The National Initiative for Civic Education (Nice) Public Trust has called on farmers that will benefit from the 2015/16 Farm Input Subsidy Programme (Fisp) to desist from selling the inputs, saying the malpractice defeats the purpose of the initiative.
Government is this year targeting 1.5 million resource-challenged farming families with subsidised fertilisers and seeds in its quest to make Malawi a food secure nation.
Nice national programme manager, Gray Kalindekafe noted in an interview that government may not realise Fisp’s goal if farmers continue selling inputs as has been the case in previous years.
“Nice is very concerned that farmers are abusing the initiative that was intended to improve their livelihoods. We are undertaking an initiative to sensitise beneficiaries because we believe that most of them are ignorant about the cost taxpayers are made to bear on Fisp,” said Kalindekafe.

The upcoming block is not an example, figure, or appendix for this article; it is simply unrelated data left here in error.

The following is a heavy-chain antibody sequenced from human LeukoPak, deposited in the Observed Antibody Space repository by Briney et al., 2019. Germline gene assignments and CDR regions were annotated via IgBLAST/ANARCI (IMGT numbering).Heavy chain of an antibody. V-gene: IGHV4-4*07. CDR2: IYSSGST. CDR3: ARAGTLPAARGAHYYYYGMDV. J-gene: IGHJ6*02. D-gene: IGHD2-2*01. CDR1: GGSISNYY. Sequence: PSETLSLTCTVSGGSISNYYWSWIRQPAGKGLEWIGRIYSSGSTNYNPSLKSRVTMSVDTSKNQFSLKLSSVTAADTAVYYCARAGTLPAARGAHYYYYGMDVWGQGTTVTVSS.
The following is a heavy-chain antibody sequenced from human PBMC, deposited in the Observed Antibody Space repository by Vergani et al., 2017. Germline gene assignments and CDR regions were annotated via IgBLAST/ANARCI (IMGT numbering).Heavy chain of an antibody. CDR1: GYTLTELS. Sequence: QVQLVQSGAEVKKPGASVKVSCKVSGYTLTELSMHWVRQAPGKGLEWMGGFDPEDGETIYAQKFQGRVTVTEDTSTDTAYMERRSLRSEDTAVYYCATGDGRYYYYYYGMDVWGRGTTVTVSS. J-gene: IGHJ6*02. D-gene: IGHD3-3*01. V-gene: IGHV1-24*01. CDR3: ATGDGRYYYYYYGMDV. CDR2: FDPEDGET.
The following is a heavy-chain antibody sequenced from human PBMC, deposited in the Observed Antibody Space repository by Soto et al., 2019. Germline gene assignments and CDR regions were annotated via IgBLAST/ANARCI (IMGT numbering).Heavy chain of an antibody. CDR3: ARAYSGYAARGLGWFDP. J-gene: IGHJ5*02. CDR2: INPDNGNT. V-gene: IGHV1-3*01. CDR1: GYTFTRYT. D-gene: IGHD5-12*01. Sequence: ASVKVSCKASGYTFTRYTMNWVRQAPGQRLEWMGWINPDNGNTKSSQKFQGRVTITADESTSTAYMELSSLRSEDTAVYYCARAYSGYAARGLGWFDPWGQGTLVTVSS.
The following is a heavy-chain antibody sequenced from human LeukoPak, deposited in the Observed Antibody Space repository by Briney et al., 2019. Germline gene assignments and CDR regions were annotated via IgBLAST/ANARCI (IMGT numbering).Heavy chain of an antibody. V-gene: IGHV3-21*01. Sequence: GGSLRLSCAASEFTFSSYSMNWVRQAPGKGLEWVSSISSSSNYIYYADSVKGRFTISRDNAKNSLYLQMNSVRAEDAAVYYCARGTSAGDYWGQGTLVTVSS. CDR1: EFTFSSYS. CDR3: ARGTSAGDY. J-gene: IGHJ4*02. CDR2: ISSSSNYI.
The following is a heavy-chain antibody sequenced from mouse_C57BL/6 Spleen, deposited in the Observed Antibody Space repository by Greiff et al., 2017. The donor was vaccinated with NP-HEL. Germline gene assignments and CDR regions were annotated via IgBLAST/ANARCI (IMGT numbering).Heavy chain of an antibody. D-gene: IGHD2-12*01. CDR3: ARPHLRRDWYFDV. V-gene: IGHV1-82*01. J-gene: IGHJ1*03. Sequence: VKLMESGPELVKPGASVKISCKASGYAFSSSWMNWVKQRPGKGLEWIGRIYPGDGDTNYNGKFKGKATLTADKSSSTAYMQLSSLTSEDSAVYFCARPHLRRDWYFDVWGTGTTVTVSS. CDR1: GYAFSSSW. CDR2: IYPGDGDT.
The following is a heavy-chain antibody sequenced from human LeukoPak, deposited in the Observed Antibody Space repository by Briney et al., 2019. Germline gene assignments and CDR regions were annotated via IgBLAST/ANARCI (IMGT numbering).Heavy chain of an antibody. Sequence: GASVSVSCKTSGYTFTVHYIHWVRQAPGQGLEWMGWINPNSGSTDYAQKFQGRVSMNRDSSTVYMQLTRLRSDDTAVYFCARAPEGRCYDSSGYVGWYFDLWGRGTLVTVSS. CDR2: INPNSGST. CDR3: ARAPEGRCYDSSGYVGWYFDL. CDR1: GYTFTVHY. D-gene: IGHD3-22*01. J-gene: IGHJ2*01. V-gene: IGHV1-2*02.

He said the sensitisation initiative will be carried out alongside a project which aims at promoting good governance, transparency and accountability among duty-bearers.
“We are aiming to reduce Fisp abuse to zero. Nice Trust will be very interested to see poor farmers graduating from their status of destitution into middle class families through this programme,” he said.